Prediction: Ron Paul will do well in Iowa and for the rest of the campaign the specter of a third-party run will terrify the GOP establishment.

Who Won?: Newt looked good, but was savaged twice by a feisty Bachmann. The representative from Minnesota gave Iowans 1.6 millions reasons to question Gingrich’s involvement with Freddie Mac. Mitt, for his part, did that statesmanlike, even-keeled thing that he always does. Jon Huntsman, dissing tax pledges, Donald Trump, and judicial deactivism (see above), has me interested.

  • devinesara

    Faith and values don’t vote for war. Donate to the Ron Paul Tea Party Moneybomb today (12-16).

  • ResistTheTyranny

    No report on how Ron Paul did? How well he did? That leaves me to believe that Fox, CNN are all controlled media and only report on Newt and Romney also know as New World Order!
    Support Ron Paul and resist this tyranny we live in!

  • persiflage

    ‘Prediction: Ron Paul will do well in Iowa and for the rest of the campaign the specter of a third-party run will terrify the GOP establishment.’

    3rd party candidate indeed! And Ron Paul is just the spoiler that will clinch it for Obama in 2012 – this election cycle is bound to be his last hurrah, so he may as well go out in style.

    Voters are most assuredly not putting anyone pushing 80 in the Oval Office. ‘Faith and values’ is and has been the republican mantra for some time – this smokescreen has been in place since they ran out of good ideas just about the time Ronald Reagan was taking office. Reaganomics essentially brought down the economy.

    Still, given that 50% of the voting public could conceivably vote for one of these republican numbskulls while totally ignoring their abiding, single-minded devotion to the 1%, it will probably not be a cakewalk for Obama.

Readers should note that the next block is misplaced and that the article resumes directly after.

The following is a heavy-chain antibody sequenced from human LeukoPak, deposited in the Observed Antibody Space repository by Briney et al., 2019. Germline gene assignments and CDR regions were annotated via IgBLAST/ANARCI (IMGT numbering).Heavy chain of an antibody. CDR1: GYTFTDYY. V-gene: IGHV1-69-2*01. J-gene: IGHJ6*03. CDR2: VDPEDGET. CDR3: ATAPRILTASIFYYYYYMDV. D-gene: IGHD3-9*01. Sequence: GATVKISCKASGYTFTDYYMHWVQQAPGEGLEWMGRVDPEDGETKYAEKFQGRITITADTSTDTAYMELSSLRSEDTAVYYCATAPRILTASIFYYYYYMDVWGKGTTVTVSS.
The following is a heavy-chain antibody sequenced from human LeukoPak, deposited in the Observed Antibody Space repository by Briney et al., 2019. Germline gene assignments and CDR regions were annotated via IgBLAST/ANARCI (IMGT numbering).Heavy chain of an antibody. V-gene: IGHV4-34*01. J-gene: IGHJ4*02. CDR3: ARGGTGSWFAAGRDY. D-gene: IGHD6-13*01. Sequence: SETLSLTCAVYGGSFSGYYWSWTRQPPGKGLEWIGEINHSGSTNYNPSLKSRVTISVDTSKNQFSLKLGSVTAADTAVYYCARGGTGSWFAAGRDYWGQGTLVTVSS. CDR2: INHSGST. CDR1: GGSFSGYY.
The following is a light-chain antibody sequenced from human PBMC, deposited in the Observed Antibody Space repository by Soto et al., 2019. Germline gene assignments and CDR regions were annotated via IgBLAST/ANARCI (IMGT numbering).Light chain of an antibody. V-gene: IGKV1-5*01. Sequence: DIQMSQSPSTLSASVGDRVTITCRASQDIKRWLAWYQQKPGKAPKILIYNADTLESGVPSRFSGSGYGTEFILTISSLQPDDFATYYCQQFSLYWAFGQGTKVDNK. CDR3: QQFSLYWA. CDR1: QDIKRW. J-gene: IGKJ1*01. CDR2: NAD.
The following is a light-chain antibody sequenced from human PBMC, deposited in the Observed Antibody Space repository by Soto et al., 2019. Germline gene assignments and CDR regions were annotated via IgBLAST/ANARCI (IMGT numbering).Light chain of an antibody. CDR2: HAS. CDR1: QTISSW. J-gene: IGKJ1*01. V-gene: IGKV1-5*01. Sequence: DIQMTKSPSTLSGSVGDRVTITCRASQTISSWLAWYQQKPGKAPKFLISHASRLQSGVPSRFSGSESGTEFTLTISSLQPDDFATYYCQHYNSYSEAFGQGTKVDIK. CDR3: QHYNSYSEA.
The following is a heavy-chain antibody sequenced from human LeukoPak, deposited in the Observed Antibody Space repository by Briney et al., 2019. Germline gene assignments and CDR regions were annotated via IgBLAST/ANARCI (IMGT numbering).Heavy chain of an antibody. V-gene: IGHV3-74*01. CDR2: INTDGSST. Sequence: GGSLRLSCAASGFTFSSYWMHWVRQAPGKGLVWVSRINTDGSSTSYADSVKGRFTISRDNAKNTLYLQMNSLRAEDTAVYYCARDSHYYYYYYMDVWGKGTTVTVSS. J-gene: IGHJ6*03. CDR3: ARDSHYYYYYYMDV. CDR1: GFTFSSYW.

We have to hope that sanity prevails, and that Obama and company get another 4 very necessary years to resurrect this economy. On the other hand, If congress remains divided this will never happen.

  • anarchteacher

    As the great Lord Acton famously observed: “Power tends to corrupt, and absolute power corrupts absolutely.”

    Newton Leroy Gingrich is self-absorbed, hubristic and arrogant. He is the aging poster boy for crony corporatism, as his corrosive “relationship” with FreddieMac demonstrated.

    Gingrich callously ignored his oath of office to support the Constitution and his marriage vows.

    Eighty-four ethics charges were filed against Speaker Gingrich during his term. After extensive investigation and negotiation by the House Ethics Committee, Gingrich was sanctioned US$300,000 by a 395-28 House vote. It was the first time in history a speaker was disciplined for ethical wrongdoing.

    This neocon chicken hawk is a serial hypocrite, serial adulterer, and serial warmonger. Insatiable lust for power and women have brought down such men. Remember Napoleon? And Callista sure ain’t no Josephine!

  • ramseytuell

    What Gingrich was implying was that if the courts continued to try to legislate from the bench, as President, he would stick their nose in it and make the people aware of what they were doing or not doing that was wrong. And that is exactly what we need from all three branches. When one branch steps out of line it is the responsibility of the other two to take action within the limits of the Constitution. And I know of no better of doing a massive recall that through use of our votes.

  • MountainWestBob

    Newt’s understanding of history is shallow and rocky. He’s a self-proclaimed conservative, and they claim to be partial to the original intent of the founding fathers as expressed in the constitution. Yet, he want’s the judiciary to be beholdin’ to Congress, and to be term-limited. Now, I’m a liberal, but think my understanding of and commitment to the ‘original intent’ is more faithful than Newt’s.

  • catatonicjones

    Newt Gingrich looks like my grandmother, probably wears the same size bra.
    That is, if he grew a little mustache.